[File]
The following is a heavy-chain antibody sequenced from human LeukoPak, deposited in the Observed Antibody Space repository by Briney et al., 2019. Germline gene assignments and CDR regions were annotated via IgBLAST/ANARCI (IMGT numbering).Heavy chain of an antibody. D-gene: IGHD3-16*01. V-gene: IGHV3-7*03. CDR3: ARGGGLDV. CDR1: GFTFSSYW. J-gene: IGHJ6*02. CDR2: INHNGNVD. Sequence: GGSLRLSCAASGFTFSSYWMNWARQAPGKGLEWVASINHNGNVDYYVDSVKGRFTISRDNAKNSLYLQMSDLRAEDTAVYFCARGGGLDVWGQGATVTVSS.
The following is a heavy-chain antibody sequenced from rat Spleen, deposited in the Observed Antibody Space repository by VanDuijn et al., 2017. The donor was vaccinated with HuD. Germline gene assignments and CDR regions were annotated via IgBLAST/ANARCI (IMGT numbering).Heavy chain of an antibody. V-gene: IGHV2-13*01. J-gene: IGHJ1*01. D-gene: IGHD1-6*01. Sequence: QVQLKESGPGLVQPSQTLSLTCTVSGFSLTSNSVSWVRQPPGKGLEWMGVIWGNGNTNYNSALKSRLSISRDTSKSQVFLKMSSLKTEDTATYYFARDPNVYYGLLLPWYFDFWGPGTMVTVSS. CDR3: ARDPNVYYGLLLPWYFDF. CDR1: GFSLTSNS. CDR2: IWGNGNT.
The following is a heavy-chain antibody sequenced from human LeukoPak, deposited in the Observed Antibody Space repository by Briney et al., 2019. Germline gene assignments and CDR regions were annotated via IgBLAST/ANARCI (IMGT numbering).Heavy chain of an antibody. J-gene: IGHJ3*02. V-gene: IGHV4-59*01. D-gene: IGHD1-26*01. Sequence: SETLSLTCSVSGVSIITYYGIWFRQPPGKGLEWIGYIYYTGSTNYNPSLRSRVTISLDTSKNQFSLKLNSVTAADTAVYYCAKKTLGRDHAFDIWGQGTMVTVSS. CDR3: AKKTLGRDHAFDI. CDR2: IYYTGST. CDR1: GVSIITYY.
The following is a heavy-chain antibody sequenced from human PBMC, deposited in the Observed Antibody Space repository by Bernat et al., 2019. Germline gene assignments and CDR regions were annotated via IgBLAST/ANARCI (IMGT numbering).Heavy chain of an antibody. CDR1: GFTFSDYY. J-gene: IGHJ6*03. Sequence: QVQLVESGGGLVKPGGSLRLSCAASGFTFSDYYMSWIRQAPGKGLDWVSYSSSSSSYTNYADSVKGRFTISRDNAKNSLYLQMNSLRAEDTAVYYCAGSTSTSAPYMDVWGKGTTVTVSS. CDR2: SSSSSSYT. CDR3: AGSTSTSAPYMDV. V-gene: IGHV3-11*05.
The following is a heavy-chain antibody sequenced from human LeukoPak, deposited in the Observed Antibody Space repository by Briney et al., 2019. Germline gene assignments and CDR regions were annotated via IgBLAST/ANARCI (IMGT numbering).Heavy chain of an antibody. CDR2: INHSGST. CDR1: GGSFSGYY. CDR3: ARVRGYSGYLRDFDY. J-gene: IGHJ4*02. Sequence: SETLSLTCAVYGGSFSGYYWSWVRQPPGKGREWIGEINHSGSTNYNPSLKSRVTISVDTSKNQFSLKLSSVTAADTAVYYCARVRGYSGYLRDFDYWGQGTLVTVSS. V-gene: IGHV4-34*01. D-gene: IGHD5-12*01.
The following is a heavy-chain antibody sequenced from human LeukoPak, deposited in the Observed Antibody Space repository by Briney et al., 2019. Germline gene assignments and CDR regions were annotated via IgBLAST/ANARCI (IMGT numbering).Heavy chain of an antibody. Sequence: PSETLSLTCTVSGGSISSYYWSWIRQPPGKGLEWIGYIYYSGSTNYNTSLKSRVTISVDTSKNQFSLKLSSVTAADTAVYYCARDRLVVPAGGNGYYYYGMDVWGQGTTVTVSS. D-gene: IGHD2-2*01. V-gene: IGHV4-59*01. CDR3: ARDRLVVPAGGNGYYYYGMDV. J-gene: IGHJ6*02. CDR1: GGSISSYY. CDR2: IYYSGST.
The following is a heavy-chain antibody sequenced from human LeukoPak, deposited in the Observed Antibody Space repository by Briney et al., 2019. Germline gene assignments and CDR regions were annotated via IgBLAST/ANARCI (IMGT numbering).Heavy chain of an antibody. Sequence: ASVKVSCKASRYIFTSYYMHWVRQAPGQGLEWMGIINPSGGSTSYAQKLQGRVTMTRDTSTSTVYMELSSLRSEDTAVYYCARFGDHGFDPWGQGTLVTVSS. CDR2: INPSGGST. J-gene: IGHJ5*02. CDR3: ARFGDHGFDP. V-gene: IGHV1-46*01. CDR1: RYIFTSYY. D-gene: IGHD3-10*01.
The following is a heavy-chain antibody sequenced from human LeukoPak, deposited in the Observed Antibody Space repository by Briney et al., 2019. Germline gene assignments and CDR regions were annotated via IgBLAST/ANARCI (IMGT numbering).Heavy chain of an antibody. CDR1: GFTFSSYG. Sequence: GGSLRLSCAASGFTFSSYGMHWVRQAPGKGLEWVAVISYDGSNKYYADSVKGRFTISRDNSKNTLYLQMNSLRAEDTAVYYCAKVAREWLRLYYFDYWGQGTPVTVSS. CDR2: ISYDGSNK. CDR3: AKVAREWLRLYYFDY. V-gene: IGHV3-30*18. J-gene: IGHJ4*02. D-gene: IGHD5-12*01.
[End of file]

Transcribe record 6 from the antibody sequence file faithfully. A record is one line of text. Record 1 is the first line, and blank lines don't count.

The following is a heavy-chain antibody sequenced from human LeukoPak, deposited in the Observed Antibody Space repository by Briney et al., 2019. Germline gene assignments and CDR regions were annotated via IgBLAST/ANARCI (IMGT numbering).Heavy chain of an antibody. Sequence: PSETLSLTCTVSGGSISSYYWSWIRQPPGKGLEWIGYIYYSGSTNYNTSLKSRVTISVDTSKNQFSLKLSSVTAADTAVYYCARDRLVVPAGGNGYYYYGMDVWGQGTTVTVSS. D-gene: IGHD2-2*01. V-gene: IGHV4-59*01. CDR3: ARDRLVVPAGGNGYYYYGMDV. J-gene: IGHJ6*02. CDR1: GGSISSYY. CDR2: IYYSGST.